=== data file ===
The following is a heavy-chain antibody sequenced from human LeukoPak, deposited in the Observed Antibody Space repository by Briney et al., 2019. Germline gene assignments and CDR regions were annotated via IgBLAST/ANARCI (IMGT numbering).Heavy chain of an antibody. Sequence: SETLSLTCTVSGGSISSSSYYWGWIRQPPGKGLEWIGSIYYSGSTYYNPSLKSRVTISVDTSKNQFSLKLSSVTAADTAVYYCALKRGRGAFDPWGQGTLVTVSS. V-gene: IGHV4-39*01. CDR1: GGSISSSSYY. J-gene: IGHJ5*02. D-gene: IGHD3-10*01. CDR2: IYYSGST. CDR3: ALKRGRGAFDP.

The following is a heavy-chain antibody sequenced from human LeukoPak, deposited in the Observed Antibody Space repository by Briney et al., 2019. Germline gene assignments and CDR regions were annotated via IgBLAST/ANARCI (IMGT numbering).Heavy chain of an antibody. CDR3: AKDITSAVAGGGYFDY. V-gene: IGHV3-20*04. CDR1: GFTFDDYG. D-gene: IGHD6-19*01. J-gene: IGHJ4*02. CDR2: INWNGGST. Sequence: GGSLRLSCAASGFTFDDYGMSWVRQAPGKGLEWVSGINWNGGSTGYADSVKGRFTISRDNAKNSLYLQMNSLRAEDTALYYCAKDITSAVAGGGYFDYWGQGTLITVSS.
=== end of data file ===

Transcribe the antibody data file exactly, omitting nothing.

The following is a heavy-chain antibody sequenced from human LeukoPak, deposited in the Observed Antibody Space repository by Briney et al., 2019. Germline gene assignments and CDR regions were annotated via IgBLAST/ANARCI (IMGT numbering).Heavy chain of an antibody. Sequence: SETLSLTCTVSGGSISSSSYYWGWIRQPPGKGLEWIGSIYYSGSTYYNPSLKSRVTISVDTSKNQFSLKLSSVTAADTAVYYCALKRGRGAFDPWGQGTLVTVSS. V-gene: IGHV4-39*01. CDR1: GGSISSSSYY. J-gene: IGHJ5*02. D-gene: IGHD3-10*01. CDR2: IYYSGST. CDR3: ALKRGRGAFDP.

The following is a heavy-chain antibody sequenced from human LeukoPak, deposited in the Observed Antibody Space repository by Briney et al., 2019. Germline gene assignments and CDR regions were annotated via IgBLAST/ANARCI (IMGT numbering).Heavy chain of an antibody. CDR3: AKDITSAVAGGGYFDY. V-gene: IGHV3-20*04. CDR1: GFTFDDYG. D-gene: IGHD6-19*01. J-gene: IGHJ4*02. CDR2: INWNGGST. Sequence: GGSLRLSCAASGFTFDDYGMSWVRQAPGKGLEWVSGINWNGGSTGYADSVKGRFTISRDNAKNSLYLQMNSLRAEDTALYYCAKDITSAVAGGGYFDYWGQGTLITVSS.